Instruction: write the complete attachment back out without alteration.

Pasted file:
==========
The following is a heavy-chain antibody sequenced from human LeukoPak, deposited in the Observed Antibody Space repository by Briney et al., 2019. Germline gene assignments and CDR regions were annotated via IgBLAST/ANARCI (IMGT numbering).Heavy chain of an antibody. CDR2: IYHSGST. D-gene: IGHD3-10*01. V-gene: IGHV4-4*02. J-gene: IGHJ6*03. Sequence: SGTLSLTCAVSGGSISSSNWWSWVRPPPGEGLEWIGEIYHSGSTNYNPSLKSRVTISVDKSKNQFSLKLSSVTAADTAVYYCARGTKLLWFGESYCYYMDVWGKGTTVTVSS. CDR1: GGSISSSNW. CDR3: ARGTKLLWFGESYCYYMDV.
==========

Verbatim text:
The following is a heavy-chain antibody sequenced from human LeukoPak, deposited in the Observed Antibody Space repository by Briney et al., 2019. Germline gene assignments and CDR regions were annotated via IgBLAST/ANARCI (IMGT numbering).Heavy chain of an antibody. CDR2: IYHSGST. D-gene: IGHD3-10*01. V-gene: IGHV4-4*02. J-gene: IGHJ6*03. Sequence: SGTLSLTCAVSGGSISSSNWWSWVRPPPGEGLEWIGEIYHSGSTNYNPSLKSRVTISVDKSKNQFSLKLSSVTAADTAVYYCARGTKLLWFGESYCYYMDVWGKGTTVTVSS. CDR1: GGSISSSNW. CDR3: ARGTKLLWFGESYCYYMDV.